It’s no secret that the housing downturn produced a record number of defaults and resulting foreclosures. The worst days are behind us, but many homeowners are still struggling to pay the mortgage. In the event you do fall behind on the mortgage, it’s generally a good idea to try to maintain the following bills for the reasons I mention below.
See also: How long does foreclosure take?
Some Have Understandably Given Up
While there are quite a few struggling to keep their homes, their is another class of homeowner who simply can’t afford to maintain their mortgage. For this group, it’s not a matter of if the bank will foreclose, but when. They’ve completely stopped making mortgage payments and diverted housing payments to groceries, transportation or other family expenses.
Is Default a “Good” Strategy?
Although no one wants to experience foreclosure, this strategy makes some sense. The banks don’t have the resources to foreclose on all the homes that are past due. As a result, foreclosure could take a year or more. During this time, the family who is not making mortgage payments can meet all of their other expenses while possibly saving extra money for a new place to live. However, those who have completely given up on making their mortgage payments can’t totally abandon all costs associated with their homes. Below is a list of crucial bills to continue paying even if you’re behind on the mortgage:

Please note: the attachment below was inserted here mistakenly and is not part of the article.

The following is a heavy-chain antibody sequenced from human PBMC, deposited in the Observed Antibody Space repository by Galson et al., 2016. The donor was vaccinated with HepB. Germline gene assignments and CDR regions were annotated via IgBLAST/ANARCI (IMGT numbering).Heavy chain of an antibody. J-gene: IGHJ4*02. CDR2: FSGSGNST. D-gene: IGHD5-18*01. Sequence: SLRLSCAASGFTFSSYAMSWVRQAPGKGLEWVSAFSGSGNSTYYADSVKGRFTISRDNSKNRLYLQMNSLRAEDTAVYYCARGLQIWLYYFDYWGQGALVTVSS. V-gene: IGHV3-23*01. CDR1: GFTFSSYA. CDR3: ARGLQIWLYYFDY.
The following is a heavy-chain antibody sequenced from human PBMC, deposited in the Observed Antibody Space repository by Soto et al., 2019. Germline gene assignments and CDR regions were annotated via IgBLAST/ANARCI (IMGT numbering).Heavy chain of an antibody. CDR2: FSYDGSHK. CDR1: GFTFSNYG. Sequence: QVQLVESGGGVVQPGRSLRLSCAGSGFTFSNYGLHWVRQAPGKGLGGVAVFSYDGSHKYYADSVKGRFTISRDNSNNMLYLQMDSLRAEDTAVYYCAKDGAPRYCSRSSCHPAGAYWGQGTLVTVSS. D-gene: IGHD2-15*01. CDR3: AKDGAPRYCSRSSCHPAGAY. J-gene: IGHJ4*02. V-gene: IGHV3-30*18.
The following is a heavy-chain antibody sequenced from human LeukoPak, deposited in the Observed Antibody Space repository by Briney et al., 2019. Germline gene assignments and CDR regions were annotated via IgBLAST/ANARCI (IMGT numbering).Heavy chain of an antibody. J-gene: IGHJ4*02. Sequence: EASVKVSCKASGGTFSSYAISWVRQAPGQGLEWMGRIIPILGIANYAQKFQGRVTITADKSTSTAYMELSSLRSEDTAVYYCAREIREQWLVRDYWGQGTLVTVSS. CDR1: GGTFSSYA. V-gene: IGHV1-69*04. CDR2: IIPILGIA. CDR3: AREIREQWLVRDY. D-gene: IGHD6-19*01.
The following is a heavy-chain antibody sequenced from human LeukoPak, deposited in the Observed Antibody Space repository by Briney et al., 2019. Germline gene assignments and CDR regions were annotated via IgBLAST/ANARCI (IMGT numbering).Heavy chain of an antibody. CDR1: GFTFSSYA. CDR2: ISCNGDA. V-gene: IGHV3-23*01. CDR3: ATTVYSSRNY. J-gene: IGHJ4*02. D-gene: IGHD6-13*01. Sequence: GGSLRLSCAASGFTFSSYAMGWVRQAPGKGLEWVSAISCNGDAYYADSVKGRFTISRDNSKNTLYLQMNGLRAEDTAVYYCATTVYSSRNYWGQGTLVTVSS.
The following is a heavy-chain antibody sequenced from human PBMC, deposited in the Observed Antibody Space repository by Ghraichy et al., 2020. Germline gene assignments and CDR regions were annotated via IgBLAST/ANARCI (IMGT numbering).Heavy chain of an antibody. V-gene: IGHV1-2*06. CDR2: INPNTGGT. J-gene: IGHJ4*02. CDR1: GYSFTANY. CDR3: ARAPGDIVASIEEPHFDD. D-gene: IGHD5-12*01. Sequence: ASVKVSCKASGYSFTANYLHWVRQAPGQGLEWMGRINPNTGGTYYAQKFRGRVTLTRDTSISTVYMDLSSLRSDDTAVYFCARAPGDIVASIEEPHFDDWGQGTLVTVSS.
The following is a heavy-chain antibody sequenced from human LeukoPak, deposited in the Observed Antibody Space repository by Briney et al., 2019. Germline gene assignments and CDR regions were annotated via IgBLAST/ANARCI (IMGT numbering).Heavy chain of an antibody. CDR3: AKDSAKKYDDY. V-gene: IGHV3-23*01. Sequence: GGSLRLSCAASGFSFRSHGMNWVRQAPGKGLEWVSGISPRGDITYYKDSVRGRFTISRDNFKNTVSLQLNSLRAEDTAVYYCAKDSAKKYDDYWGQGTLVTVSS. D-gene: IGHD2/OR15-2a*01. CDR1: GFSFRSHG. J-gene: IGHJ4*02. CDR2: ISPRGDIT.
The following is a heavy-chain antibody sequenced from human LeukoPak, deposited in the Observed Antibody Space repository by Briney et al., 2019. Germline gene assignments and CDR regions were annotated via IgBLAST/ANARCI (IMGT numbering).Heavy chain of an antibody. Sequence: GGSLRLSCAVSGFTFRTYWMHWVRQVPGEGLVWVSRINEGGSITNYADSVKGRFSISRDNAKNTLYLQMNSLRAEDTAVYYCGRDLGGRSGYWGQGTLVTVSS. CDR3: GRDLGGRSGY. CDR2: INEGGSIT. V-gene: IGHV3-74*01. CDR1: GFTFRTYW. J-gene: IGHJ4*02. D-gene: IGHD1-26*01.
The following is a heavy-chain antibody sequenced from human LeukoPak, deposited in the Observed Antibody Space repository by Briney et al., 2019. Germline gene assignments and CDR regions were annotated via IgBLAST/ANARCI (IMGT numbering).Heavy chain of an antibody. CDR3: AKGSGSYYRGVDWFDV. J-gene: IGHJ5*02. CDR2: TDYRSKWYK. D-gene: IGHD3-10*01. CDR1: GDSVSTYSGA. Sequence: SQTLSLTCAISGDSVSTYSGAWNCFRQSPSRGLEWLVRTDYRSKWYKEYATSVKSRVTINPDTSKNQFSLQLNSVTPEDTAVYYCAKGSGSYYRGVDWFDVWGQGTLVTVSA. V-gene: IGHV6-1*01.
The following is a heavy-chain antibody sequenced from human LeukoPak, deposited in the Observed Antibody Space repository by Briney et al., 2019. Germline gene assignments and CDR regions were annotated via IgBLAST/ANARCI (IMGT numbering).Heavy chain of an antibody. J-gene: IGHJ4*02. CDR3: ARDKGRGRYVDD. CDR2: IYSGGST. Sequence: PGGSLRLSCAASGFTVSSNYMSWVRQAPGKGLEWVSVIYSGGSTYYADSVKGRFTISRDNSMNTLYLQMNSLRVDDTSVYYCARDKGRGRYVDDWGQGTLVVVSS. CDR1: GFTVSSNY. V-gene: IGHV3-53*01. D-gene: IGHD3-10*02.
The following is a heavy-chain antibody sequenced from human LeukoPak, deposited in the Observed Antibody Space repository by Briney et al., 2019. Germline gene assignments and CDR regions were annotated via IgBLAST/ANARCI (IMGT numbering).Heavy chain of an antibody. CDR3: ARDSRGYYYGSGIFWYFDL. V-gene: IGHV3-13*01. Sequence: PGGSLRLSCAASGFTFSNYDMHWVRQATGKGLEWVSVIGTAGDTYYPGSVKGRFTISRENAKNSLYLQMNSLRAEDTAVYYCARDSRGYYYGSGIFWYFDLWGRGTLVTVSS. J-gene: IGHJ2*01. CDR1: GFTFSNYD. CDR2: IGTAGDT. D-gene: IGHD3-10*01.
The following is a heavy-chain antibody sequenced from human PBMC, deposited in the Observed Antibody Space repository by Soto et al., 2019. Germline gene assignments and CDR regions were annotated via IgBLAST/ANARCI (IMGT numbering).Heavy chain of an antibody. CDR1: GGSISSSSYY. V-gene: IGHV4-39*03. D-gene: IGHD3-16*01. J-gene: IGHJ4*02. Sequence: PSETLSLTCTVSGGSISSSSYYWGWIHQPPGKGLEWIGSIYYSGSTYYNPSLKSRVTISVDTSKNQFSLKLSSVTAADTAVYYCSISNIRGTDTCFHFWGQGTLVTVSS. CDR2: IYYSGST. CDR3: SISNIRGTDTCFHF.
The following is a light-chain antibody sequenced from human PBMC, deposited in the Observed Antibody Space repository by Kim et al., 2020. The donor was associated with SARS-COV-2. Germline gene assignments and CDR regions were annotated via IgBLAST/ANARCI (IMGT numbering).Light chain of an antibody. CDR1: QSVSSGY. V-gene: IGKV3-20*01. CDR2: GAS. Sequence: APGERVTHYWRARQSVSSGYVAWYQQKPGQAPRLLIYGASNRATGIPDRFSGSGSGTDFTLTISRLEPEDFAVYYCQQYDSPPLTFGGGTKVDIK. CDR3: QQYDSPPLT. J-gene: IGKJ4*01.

This is a fairly obvious one. If you’ve decided to live in your home during the foreclosure process, be sure to maintain utilities. Failure to do so will result in the lights being shut off. Not much fun for you or the kids. Pay the utilities even if you’re not paying the mortgage.
Another big one. This is where the foreclosure backlog works against you. Until your home is sold at foreclosure, you’ll be obligated to make HOA payments. In fact, the HOA can sue you for past due payments. Not a pleasant experience. Avoid the stress of HOA harassment. Even if you can’t afford the mortgage, keep up with the HOA dues (think of the HOA as rent). For more information about HOA dues and troubled homes see: I surrendered my house in bankruptcy, you mean to tell me I still own it?
Many homeowners are used to homeowner’s insurance payments coming out of an escrow account set up by their lender. As a result, they often don’t remember to keep up with insurance payments even after they’ve fallen behind on the mortgage. This is a big mistake with potentially devastating consequences. If you’re like so many other Americans who can’t afford their mortgage, fine. But don’t allow past due mortgage payments to leave you exposed in the event something happens to your home. Pay your homeowner’s insurance even if you’re not paying the mortgage.
Well, there you have it. Maintaining the bills listed above will keep you in fairly good shape in the event making the monthly mortgage becomes an impossibility. The foreclosure backlog is real. You likely have some time to plan your next move even in the midst of foreclosure. Remember: it’s always darkest before the dawn and good luck.
Rob Cohen, the Managing Partner of Cohen & Cohen P.C., is a bankruptcy attorney that practices in Colorado and Wyoming. He serves as a Chapter 7 Bankruptcy Panel Trustee, and has to date administered over 8,000 Chapter 7 bankruptcy estates. Rob is a Certified Consumer Bankruptcy Specialist, and was nominated for Denver Business Journal’s 40 under 40 in both 2014 and 2016.